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Case study : comparison between a central and a decentral ventilation unit in a school building from the 80’s

Paul De Schepper, 2018
centralised | decentralised | ventilation
Bibliographic info: 39th AIVC Conference "Smart Ventilation for Buildings", Antibes Juan-Les-Pins, France, 18-19 September 2018
Languages: English Pages (count): 5

Ventilation and healthy classes are a recurring problem. Continuously increasing the air flow rate improves the living environment, but is unacceptable in terms of higher costs and energy loss, which is why a different approach is needed. The research question asked in this study is : Is a central ventilation system operating at low power, but combined with a decentralised ventilation system with heat recovery, more economical and energy efficient and at the same time does it provide the premises with a constant and good air quality? A decentralised ventilation system means that space is ventilated according to occupancy and need.  

In this case, a university building from the early 1980s is investigated. The building consists of several classrooms and lab blocks and is located in a rural setting.  Each block has its own ventilation unit, whereby the fan is switched on/off.  The challenge is to save energy while maintaining a pleasant indoor climate. The lesson blocks consist of large (80 people) - medium (40 people) and small classrooms (20 people). The occupation varies between 60 and 85%, but there is never an occupation of 100%.  As a result, the entire air flow rate of the pulsed fan is never needed.  CO2 measurements show that the current air flow rate is insufficient to meet the comfort requirements.  To increase the pulsed flow rate, increases the fan's power, which leads to a considerably higher energy consumption.  Furthermore, the increasing air velocity in the ducts can cause more noise pollution and the rising outflow velocity may cause draught problems.  Therefore a better solution is needed.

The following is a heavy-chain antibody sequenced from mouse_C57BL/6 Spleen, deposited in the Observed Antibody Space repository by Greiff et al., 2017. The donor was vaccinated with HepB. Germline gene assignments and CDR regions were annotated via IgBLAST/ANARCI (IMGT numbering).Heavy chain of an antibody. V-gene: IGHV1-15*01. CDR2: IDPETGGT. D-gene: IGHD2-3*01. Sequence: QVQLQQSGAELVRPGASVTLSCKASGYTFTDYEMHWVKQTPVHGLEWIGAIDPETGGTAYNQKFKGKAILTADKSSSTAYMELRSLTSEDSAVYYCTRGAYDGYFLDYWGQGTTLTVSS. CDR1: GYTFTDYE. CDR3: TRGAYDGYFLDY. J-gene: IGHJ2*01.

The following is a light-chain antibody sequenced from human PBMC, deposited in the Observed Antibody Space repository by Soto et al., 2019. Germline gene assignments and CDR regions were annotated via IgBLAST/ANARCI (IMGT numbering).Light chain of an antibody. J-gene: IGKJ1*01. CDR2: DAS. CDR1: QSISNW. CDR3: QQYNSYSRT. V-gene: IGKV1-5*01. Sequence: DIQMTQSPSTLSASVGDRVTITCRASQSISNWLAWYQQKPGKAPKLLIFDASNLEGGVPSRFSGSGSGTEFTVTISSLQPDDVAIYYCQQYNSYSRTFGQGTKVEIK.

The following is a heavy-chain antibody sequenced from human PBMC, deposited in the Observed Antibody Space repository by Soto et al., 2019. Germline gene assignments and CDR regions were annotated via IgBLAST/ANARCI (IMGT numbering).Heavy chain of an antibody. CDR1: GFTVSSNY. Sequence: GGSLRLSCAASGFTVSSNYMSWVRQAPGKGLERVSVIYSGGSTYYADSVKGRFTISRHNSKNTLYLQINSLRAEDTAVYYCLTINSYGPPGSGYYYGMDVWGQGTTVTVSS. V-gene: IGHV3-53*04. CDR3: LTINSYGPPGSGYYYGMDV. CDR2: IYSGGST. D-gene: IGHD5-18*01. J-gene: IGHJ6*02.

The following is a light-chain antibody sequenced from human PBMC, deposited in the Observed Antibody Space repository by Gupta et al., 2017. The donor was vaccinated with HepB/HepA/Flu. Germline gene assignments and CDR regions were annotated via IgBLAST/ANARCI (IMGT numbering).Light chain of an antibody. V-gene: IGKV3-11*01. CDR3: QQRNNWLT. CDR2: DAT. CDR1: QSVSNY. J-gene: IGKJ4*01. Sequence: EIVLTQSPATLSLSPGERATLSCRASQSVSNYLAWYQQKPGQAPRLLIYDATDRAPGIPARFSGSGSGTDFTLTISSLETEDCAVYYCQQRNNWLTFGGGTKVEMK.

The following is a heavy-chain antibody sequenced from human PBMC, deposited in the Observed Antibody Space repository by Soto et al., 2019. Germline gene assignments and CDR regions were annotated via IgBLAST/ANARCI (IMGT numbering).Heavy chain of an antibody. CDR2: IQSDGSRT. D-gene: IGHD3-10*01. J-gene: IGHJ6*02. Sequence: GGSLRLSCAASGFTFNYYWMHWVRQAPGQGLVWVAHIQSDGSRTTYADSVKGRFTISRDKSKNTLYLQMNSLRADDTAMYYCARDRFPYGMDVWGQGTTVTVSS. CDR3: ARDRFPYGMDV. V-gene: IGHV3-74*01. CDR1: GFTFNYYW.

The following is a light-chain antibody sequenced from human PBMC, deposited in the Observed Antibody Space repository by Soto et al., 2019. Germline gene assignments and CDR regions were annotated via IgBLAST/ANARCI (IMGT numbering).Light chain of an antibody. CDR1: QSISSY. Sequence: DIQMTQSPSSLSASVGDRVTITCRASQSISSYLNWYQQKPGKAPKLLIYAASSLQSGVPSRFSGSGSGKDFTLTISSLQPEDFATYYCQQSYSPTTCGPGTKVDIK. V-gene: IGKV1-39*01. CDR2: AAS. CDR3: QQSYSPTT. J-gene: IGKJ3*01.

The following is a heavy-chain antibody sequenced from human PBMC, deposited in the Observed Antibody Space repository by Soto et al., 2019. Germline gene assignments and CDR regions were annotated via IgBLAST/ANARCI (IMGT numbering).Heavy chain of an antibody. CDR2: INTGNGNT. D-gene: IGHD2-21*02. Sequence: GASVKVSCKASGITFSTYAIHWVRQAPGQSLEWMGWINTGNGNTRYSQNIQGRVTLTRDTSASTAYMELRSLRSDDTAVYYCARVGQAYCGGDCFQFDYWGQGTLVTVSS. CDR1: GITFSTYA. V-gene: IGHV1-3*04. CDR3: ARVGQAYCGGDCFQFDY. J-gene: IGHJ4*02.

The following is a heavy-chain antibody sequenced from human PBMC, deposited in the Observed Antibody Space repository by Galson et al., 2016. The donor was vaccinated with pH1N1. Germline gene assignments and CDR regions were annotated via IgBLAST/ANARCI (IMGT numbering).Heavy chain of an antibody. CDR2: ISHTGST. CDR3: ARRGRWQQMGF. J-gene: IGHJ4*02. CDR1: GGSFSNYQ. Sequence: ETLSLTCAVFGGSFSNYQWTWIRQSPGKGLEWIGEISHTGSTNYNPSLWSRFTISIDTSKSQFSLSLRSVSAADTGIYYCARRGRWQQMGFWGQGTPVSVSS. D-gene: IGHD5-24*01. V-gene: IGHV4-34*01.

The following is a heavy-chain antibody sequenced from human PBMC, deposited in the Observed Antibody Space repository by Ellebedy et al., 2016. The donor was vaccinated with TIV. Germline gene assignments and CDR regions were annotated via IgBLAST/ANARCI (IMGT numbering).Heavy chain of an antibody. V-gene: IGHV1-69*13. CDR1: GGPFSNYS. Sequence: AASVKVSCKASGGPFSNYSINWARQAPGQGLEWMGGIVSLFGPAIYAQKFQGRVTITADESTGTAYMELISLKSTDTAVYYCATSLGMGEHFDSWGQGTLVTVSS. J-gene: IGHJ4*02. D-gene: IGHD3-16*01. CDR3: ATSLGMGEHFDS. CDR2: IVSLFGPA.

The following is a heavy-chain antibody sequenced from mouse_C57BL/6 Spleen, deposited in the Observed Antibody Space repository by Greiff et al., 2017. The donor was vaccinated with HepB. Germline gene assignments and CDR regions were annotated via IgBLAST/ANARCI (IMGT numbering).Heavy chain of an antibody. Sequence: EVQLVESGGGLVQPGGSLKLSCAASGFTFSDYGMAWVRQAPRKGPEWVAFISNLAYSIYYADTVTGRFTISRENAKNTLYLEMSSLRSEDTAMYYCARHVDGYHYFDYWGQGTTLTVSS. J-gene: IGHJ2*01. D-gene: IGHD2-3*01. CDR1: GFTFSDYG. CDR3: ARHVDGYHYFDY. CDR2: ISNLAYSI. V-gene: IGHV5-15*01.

The starting point of this study is to halve the flow rate supplied by the air group - and thus save energy (both thermal and electrical) - and to supplement this with a local ventilation system with heat recovery.  In this study the CO2 level will be measured first in three classrooms, then the additionally needed  air flow rate will be determined.  This additional air flow will be provided by a local ventilation system with heat recovery.  A comparison is then made between the two systems, on the one hand, to have the central ventilation system deliver a higher air flow rate resulting in a higher energy cost and, on the other hand, to have the central ventilation system supply a much smaller basic air flow rate and supplement this with a local ventilation system with heat recovery.  The end result will then be decisive to the most energy-efficient solution.  The estimation is that the system with decentralised ventilation will be the most energy efficient and will give the most comfortable and healthy indoor climate conditions. This study can later on be used for other applications with similar problems, namely offices or schools that do not have 100% occupancy and still want a healthy indoor climate. 


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